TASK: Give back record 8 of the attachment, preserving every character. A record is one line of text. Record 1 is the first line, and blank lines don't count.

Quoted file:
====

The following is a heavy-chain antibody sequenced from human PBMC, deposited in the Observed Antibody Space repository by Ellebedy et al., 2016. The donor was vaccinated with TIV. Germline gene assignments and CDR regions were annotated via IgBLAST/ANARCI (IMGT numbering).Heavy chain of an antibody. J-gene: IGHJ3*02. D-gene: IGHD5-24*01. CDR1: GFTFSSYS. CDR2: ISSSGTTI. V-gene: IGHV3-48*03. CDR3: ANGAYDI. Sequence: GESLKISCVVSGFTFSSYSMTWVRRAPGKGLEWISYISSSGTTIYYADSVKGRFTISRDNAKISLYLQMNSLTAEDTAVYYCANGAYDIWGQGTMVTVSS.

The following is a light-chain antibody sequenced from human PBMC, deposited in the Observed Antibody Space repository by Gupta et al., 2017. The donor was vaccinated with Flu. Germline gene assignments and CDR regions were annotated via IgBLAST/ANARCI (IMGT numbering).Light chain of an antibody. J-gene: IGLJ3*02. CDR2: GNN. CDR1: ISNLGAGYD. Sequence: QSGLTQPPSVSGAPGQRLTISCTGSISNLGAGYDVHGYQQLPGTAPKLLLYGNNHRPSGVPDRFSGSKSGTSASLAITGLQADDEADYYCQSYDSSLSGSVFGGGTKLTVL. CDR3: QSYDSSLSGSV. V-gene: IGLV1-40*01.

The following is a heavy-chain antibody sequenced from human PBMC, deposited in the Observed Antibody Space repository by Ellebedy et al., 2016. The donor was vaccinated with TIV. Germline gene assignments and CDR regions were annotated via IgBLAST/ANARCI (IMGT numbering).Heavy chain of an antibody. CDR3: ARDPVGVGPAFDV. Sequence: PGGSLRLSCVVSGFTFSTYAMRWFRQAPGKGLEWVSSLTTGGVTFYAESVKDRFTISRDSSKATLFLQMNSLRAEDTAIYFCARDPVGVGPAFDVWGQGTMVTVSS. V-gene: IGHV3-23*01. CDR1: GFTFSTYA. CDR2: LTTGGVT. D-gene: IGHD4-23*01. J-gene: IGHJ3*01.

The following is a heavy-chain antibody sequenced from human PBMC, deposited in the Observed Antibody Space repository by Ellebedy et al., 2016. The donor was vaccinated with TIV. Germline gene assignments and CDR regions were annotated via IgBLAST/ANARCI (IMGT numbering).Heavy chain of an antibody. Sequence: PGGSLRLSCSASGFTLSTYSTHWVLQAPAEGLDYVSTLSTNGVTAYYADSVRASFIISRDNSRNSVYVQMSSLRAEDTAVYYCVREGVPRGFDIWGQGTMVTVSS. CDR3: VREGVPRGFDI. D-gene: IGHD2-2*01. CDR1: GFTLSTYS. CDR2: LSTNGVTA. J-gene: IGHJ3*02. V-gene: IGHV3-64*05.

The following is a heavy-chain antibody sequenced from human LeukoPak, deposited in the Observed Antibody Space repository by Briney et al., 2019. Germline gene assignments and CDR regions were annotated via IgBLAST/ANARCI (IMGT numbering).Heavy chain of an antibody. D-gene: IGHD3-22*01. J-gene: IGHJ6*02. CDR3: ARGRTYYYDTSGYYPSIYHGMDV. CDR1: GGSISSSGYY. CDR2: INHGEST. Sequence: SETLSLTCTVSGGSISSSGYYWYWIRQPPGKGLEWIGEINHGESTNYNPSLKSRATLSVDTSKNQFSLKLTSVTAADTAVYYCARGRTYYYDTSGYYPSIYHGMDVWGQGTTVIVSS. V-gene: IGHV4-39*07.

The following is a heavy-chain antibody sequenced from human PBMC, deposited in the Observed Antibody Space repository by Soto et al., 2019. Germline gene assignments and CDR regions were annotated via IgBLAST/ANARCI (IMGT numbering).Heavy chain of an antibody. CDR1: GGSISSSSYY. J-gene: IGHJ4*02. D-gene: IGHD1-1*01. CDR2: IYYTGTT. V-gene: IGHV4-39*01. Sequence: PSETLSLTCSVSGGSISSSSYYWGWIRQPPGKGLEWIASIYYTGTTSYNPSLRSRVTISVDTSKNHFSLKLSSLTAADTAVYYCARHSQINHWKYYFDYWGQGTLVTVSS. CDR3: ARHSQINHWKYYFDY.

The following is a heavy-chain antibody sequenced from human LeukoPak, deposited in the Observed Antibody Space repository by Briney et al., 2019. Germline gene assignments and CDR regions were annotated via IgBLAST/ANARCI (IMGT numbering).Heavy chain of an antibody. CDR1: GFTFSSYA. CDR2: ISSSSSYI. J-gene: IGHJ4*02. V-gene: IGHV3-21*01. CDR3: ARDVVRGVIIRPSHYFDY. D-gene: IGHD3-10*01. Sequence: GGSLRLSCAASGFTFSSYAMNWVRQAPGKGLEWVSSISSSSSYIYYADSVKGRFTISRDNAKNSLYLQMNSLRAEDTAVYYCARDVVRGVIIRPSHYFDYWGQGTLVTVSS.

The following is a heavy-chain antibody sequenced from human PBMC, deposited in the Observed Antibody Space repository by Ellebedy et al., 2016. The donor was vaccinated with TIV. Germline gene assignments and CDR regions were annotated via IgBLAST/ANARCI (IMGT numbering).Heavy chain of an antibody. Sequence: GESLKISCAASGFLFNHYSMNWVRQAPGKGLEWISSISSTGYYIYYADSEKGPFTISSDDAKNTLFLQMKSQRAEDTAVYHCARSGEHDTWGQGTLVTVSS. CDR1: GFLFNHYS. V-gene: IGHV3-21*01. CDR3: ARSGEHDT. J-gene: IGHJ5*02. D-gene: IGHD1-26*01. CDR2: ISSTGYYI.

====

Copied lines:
The following is a heavy-chain antibody sequenced from human PBMC, deposited in the Observed Antibody Space repository by Ellebedy et al., 2016. The donor was vaccinated with TIV. Germline gene assignments and CDR regions were annotated via IgBLAST/ANARCI (IMGT numbering).Heavy chain of an antibody. Sequence: GESLKISCAASGFLFNHYSMNWVRQAPGKGLEWISSISSTGYYIYYADSEKGPFTISSDDAKNTLFLQMKSQRAEDTAVYHCARSGEHDTWGQGTLVTVSS. CDR1: GFLFNHYS. V-gene: IGHV3-21*01. CDR3: ARSGEHDT. J-gene: IGHJ5*02. D-gene: IGHD1-26*01. CDR2: ISSTGYYI.